Friday, September 27, 2013

Python + Hadoop: Real Python in Pig trunk:



For a long time, data scientists and engineers had to choose between leveraging the power of Hadoop and using Python’s amazing data science libraries (like NLTK, NumPy, and SciPy). It’s a painful decision, and one we thought should be eliminated.
So about a year ago, we solved this problem by extending Pig to work with CPython, allowing our users to take advantage of Hadoop with real Python (see our presentation here). To say Mortar users have loved that combination would be an understatement.
However, only Mortar users could use Pig and real Python together…until now.
As of this week, our work with Pig and CPython has now been committed into Apache Pig trunk. We’ve always been deeply dedicated to open source and have contributed as much as possible back to the community, so this is just one more example of that commitment.
Why is CPython support so exciting? To fully understand, you need to know a little bit about the previous options for writing Python code with Hadoop.
One common option is for people to use a Python-specific Hadoop framework like mrjob, Pydoop, or Dumbo. While these frameworks make it easy to write Python, you’re stuck writing low-level MapReduce jobs and thus miss out on most of Pig’s benefits as compared to MapReduce.
So what about Python in Pig? Before CPython support, you had two options: Jython User Defined Functions (UDFs) or Pig streaming.
Jython UDFs are really easy to write in Pig and work well for a lot of common use cases. Unfortunately, they also have a couple of limitations. For serious data science work in Python, you often want to turn to libraries like NLTK, NumPy, and SciPy. However, using Jython means that all of these libraries that rely on C implementations are out of reach and unusable. Jython also lags behind CPython in support for new Python features, so porting any of your existing Python code to Jython isn’t always a pleasant experience.
Streaming is a powerful and flexible tool that is Pig’s way of working with any external process. Unfortunately, streaming is difficult to use for all but the most trivial of Python scripts. It’s up to the user to write Python code to manage reading from the input stream and writing to the output stream, and that user needs to understand Pig’s serialization formats and write their own deserialization/serialization code in Python. Moreover, the serialization code lacks support for many common cases like data containing newline characters, parentheses, commas, etc. Errors in the Python code are hard to capture and send back to Pig, and even harder to diagnose and debug. It’s not a process for the faint of heart.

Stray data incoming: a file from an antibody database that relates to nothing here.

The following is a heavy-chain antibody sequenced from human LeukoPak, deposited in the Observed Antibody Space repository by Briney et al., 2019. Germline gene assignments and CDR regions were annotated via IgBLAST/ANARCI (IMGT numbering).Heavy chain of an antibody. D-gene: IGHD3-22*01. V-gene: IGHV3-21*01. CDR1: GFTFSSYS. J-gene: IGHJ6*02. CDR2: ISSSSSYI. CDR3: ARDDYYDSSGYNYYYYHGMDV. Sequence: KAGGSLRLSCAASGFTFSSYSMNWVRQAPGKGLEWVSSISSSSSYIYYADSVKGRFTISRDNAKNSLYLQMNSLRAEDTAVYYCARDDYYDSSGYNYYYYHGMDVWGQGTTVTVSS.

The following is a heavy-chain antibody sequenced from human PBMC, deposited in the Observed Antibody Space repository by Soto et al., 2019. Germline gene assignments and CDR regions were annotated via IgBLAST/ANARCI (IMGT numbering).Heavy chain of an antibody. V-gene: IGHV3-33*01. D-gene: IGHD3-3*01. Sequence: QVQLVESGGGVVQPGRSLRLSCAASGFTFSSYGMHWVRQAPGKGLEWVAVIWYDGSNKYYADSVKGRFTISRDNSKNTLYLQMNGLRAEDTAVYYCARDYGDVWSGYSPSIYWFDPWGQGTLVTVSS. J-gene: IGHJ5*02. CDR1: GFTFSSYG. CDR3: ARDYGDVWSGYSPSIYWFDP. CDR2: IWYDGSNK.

Looking at these alternatives, people who want to use Python and CPython libraries in Pig are stuck. But with CPython UDFs, users can leverage Pig to get the power and flexibility of streaming directly to a CPython process without the headaches associated with Pig streaming.
Here’s a quick example: Let’s say you want to use NLTK to find the 5 most common bigrams by place name in some Twitter data. Here’s how you can do that (using data from the Twitter gardenhose we provide as a public convenience):
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REGISTER ‘<python_file>’ USING streaming_python AS nltk_udfs;
tweets = LOAD 's3n://twitter-gardenhose-mortar/tweets'
'text: chararray, place:tuple(name:chararray)');
-- Group the tweets by place name and use a CPython UDF to find the top 5 bigrams
-- for each of these places.
bigrams_by_place = FOREACH (GROUP tweets BY GENERATE
group AS place:chararray,
COUNT(tweets) AS sample_size;
top_100_places = LIMIT (ORDER bigrams_by_place BY sample_size DESC) 100;
STORE top_100_places INTO '<your_output_path>';
view raw nltk.pig hosted with ❤ by GitHub
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from pig_util import outputSchema
import nltk
def top_5_bigrams(tweets):
tokenized_tweets = [ nltk.tokenize.WhitespaceTokenizer().tokenize(t[0]) for t in tweets ]
bgm = nltk.collocations.BigramAssocMeasures()
finder = nltk.collocations.BigramCollocationFinder.from_documents(tokenized_tweets)
top_5 = finder.nbest(bgm.likelihood_ratio, 5)
return [ ("%s %s" % (s[0], s[1]),) for s in top_5 ]
view raw hosted with ❤ by GitHub
And that’s it.  You get to focus just on the logic you need, and streaming Python takes care of all the plumbing.
To run this yourself, you’ll need a Pig 0.12 build and a Hadoop cluster with Python and NLTK installed on it. If that’s too much hassle, you can run it locally with the Mortar framework or at scale on the Mortar platform for free.

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